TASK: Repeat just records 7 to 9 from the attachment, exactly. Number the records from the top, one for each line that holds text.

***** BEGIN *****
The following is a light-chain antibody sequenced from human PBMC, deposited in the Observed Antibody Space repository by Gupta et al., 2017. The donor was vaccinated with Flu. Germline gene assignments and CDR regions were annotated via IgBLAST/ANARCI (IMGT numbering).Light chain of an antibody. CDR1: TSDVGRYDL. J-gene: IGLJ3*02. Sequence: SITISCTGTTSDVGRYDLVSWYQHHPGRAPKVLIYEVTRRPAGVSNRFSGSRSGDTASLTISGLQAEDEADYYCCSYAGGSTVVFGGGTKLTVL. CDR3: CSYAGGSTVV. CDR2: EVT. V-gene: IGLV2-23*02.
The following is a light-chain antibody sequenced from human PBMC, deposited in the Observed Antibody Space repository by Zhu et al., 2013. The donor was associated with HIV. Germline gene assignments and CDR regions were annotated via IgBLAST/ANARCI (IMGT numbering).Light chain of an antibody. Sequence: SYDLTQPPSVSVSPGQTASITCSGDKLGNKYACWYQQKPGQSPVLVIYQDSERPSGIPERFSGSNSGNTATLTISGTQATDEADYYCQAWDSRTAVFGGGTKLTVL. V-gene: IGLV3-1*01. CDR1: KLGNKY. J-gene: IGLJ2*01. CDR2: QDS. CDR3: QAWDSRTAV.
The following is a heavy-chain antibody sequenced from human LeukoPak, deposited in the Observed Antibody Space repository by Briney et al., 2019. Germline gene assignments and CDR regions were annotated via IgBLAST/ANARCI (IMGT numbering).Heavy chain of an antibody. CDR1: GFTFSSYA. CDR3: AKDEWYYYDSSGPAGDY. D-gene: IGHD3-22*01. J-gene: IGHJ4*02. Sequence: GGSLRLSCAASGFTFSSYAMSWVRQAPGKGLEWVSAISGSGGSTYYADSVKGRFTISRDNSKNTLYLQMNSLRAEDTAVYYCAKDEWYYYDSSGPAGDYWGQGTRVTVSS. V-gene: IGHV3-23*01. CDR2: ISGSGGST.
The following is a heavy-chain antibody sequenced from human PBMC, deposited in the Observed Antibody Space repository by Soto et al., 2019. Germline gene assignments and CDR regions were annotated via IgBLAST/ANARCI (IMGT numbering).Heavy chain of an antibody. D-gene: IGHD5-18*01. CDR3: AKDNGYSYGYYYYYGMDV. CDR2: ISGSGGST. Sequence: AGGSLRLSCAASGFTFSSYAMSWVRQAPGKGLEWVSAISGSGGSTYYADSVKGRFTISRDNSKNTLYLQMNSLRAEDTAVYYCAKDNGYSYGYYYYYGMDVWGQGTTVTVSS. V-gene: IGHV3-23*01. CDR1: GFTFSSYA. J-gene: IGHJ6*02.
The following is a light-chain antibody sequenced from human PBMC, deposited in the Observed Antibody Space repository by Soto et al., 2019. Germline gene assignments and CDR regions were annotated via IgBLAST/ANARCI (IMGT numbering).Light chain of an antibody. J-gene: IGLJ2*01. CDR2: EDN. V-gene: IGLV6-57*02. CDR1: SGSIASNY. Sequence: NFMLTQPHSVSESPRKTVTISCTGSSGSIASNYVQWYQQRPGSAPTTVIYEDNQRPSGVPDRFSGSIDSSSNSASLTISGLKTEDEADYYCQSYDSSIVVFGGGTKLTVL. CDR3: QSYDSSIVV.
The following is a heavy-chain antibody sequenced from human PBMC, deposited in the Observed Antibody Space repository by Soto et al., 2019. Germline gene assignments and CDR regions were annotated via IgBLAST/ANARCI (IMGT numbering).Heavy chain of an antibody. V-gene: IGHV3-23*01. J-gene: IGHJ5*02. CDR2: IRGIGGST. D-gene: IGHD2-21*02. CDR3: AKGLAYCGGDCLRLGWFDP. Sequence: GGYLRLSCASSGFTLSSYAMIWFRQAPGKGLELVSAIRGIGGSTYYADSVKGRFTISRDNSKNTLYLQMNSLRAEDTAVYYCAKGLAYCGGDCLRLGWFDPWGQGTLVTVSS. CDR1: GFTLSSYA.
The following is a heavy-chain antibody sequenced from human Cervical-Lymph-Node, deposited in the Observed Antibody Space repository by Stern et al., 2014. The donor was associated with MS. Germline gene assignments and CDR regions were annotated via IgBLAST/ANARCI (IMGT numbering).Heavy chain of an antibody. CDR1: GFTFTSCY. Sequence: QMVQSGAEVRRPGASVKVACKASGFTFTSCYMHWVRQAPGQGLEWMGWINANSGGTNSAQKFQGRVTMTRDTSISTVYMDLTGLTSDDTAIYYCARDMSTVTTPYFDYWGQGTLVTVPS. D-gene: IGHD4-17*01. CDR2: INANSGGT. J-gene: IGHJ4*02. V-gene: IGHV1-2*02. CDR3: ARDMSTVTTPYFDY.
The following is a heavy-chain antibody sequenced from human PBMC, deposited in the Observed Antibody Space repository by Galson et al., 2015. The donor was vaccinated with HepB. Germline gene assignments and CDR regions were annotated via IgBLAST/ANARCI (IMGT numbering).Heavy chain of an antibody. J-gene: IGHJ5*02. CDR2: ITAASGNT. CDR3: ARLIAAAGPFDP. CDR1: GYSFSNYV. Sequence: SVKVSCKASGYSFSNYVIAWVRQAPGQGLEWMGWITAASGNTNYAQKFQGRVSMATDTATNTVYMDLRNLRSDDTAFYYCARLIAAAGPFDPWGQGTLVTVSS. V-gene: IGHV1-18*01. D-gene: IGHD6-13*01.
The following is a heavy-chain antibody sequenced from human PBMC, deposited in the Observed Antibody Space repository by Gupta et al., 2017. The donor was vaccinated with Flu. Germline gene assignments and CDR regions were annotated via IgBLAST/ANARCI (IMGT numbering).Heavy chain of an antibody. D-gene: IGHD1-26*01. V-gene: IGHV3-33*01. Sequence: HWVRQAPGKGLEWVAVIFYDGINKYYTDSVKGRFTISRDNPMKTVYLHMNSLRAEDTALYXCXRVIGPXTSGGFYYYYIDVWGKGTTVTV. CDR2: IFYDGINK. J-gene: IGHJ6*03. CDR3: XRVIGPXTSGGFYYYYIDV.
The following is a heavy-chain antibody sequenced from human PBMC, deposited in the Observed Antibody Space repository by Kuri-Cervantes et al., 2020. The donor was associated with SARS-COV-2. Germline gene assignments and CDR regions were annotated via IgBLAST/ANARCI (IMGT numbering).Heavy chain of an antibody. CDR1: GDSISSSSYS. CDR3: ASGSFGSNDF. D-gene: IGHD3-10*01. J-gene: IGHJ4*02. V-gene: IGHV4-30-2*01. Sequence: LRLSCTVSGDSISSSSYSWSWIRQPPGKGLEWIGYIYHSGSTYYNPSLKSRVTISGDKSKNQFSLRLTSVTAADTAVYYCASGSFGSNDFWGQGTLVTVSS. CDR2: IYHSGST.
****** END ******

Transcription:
The following is a heavy-chain antibody sequenced from human Cervical-Lymph-Node, deposited in the Observed Antibody Space repository by Stern et al., 2014. The donor was associated with MS. Germline gene assignments and CDR regions were annotated via IgBLAST/ANARCI (IMGT numbering).Heavy chain of an antibody. CDR1: GFTFTSCY. Sequence: QMVQSGAEVRRPGASVKVACKASGFTFTSCYMHWVRQAPGQGLEWMGWINANSGGTNSAQKFQGRVTMTRDTSISTVYMDLTGLTSDDTAIYYCARDMSTVTTPYFDYWGQGTLVTVPS. D-gene: IGHD4-17*01. CDR2: INANSGGT. J-gene: IGHJ4*02. V-gene: IGHV1-2*02. CDR3: ARDMSTVTTPYFDY.
The following is a heavy-chain antibody sequenced from human PBMC, deposited in the Observed Antibody Space repository by Galson et al., 2015. The donor was vaccinated with HepB. Germline gene assignments and CDR regions were annotated via IgBLAST/ANARCI (IMGT numbering).Heavy chain of an antibody. J-gene: IGHJ5*02. CDR2: ITAASGNT. CDR3: ARLIAAAGPFDP. CDR1: GYSFSNYV. Sequence: SVKVSCKASGYSFSNYVIAWVRQAPGQGLEWMGWITAASGNTNYAQKFQGRVSMATDTATNTVYMDLRNLRSDDTAFYYCARLIAAAGPFDPWGQGTLVTVSS. V-gene: IGHV1-18*01. D-gene: IGHD6-13*01.
The following is a heavy-chain antibody sequenced from human PBMC, deposited in the Observed Antibody Space repository by Gupta et al., 2017. The donor was vaccinated with Flu. Germline gene assignments and CDR regions were annotated via IgBLAST/ANARCI (IMGT numbering).Heavy chain of an antibody. D-gene: IGHD1-26*01. V-gene: IGHV3-33*01. Sequence: HWVRQAPGKGLEWVAVIFYDGINKYYTDSVKGRFTISRDNPMKTVYLHMNSLRAEDTALYXCXRVIGPXTSGGFYYYYIDVWGKGTTVTV. CDR2: IFYDGINK. J-gene: IGHJ6*03. CDR3: XRVIGPXTSGGFYYYYIDV.